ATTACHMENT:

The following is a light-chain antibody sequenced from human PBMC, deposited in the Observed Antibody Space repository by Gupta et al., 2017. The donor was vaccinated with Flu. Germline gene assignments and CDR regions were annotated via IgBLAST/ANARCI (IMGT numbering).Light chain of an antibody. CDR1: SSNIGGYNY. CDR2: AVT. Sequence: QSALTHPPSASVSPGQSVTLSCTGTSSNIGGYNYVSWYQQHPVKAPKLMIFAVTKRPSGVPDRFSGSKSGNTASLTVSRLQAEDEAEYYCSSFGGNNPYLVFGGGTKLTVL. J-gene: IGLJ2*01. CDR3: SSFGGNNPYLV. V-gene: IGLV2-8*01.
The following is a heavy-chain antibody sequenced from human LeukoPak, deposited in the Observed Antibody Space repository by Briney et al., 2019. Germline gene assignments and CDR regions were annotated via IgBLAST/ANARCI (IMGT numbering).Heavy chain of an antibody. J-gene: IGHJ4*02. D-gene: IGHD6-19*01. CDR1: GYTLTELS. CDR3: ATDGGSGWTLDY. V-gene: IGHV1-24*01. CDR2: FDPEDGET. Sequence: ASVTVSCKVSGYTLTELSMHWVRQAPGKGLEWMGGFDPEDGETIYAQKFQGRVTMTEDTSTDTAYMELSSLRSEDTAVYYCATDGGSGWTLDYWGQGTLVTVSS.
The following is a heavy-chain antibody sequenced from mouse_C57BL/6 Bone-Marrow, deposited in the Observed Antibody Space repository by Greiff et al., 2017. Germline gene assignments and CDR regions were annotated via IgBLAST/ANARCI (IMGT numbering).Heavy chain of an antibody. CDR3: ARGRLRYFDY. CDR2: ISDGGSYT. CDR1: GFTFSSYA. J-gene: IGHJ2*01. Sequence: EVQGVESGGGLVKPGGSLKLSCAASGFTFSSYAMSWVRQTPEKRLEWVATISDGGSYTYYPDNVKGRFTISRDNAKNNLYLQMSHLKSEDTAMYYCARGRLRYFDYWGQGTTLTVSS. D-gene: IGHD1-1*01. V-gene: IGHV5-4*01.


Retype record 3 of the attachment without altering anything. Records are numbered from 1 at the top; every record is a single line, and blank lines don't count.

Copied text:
The following is a heavy-chain antibody sequenced from mouse_C57BL/6 Bone-Marrow, deposited in the Observed Antibody Space repository by Greiff et al., 2017. Germline gene assignments and CDR regions were annotated via IgBLAST/ANARCI (IMGT numbering).Heavy chain of an antibody. CDR3: ARGRLRYFDY. CDR2: ISDGGSYT. CDR1: GFTFSSYA. J-gene: IGHJ2*01. Sequence: EVQGVESGGGLVKPGGSLKLSCAASGFTFSSYAMSWVRQTPEKRLEWVATISDGGSYTYYPDNVKGRFTISRDNAKNNLYLQMSHLKSEDTAMYYCARGRLRYFDYWGQGTTLTVSS. D-gene: IGHD1-1*01. V-gene: IGHV5-4*01.